NEW YORK (Reuters Health) - Despite landing in the hospital more often if they catch the flu, no more than a quarter of pregnant women in the U.S. get vaccinated against it.
That’s according to the American College of Obstetricians and Gynecologists, which has issued a recommendation urging all pregnant women to get the flu shot.
While the recommendation itself isn’t new, the statement, published in the journal Obstetrics and Gynecology, adds evidence on the safety and effectiveness of the vaccine, said Dr. William M. Callaghan of the Centers for Disease Control and Prevention in Atlanta.
He said the CDC and several medical associations back the statement, which notes that the shot not only protects the woman, but also her baby.
Flu vaccines aren’t approved by the Food and Drug Administration for infants younger than six months of age, but babies can get the protective antibodies naturally through breast milk if their mother got the vaccine.
While some flu vaccines contain the mercury-based preservative thimerosal, a study out last week found the compound did not increase the risk of autism, as some have worried. (See Reuters Health story of September 13)
The statement does not recommend against vaccines containing preservative, but notes that thimerosal-free alternatives are available.
It adds that there have been no reports of side effects in pregnant women or their babies, but that women should only get the inactivated vaccine.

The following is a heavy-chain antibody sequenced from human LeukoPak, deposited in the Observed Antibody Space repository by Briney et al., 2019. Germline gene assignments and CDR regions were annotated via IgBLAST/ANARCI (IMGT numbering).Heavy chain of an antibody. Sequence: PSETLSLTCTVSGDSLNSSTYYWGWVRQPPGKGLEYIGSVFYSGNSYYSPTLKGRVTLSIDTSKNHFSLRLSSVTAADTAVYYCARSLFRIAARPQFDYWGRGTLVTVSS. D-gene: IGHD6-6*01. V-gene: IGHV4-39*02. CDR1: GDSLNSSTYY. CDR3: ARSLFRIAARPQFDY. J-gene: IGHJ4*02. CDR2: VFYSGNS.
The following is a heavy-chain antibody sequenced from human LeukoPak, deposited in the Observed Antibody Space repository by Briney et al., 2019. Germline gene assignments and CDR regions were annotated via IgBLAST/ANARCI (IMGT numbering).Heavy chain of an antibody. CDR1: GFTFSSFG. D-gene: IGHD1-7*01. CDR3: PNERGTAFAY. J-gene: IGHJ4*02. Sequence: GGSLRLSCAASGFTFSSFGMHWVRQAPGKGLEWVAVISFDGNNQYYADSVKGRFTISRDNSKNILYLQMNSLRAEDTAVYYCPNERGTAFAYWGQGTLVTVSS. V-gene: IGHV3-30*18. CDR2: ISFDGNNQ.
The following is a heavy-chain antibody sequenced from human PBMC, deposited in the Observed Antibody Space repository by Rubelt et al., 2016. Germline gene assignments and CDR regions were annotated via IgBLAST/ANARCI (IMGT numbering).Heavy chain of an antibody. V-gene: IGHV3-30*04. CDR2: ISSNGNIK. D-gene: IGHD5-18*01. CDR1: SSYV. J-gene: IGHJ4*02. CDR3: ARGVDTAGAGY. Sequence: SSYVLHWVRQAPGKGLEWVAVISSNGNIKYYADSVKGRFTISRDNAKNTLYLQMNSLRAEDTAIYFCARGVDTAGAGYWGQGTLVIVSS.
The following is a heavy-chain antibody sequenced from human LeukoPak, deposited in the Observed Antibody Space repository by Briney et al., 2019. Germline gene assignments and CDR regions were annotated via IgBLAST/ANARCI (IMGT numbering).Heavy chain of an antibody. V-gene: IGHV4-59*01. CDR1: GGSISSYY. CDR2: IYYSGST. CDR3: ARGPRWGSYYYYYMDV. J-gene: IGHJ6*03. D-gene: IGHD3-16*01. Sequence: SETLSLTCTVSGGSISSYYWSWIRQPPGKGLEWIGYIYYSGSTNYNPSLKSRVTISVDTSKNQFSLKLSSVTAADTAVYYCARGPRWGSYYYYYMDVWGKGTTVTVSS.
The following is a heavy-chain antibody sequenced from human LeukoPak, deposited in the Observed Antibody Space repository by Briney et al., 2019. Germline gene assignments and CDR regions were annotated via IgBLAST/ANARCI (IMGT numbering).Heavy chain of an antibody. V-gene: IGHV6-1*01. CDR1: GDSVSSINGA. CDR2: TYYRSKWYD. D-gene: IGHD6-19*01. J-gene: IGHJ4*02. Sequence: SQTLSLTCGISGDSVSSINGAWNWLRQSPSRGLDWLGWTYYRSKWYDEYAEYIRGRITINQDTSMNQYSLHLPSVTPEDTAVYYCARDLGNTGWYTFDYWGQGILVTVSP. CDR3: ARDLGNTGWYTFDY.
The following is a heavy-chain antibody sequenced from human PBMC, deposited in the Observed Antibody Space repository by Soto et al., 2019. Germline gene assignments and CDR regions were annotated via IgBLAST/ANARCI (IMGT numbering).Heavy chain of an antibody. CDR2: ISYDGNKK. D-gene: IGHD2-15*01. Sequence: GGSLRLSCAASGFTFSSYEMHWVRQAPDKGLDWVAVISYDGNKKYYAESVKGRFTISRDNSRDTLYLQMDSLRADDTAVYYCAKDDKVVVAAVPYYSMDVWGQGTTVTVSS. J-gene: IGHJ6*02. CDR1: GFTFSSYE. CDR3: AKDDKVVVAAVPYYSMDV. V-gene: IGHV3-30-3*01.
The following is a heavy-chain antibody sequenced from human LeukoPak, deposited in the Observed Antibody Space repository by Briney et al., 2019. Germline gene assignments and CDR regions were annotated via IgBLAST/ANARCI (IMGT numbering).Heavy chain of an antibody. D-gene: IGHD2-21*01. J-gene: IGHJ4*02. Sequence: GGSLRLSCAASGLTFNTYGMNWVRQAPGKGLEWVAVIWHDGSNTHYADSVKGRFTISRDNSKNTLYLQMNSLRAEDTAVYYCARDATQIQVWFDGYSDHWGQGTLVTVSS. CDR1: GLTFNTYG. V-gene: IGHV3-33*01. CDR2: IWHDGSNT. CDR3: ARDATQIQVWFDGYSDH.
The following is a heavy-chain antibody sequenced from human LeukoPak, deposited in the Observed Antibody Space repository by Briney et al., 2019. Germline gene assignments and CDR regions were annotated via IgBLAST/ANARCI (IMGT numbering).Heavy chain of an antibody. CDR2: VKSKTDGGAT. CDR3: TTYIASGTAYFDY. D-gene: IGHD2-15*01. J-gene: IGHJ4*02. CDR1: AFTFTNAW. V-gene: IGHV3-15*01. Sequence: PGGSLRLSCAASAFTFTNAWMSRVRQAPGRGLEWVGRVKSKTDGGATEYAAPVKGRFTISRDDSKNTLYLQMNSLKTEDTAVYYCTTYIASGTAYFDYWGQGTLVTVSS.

Last week, the CDC asked healthcare providers to encourage pregnant women to get flu shots.
This could have a large impact on women’s decision-making, according to data from 2006 and 2007 surveys of pregnant women in Georgia and Rhode Island.
The findings, also published in Obstetrics and Gynecology, show less than one in five women in Georgia had been vaccinated against the seasonal flu. Many of those who hadn’t, said their doctors had never broached the topic.
By contrast, nearly a third of women in Rhode Island had been vaccinated, with encouragement from a healthcare provider increasing the chances more than 50 times.
In its letter to physicians, the CDC said pregnant women were more susceptible to severe illness caused by flu, and accounted for one in 20 deaths from H1N1 influenza (swine flu) in 2009. By comparison, only one in 100 was pregnant in the population.
“We know for certain that there are changes in the immune system that allow the pregnancy to continue,” Callaghan told Reuters Health. “Perhaps the downside is that they also allow the virus to persist.”
The U.S. flu season starts in October and lasts through May.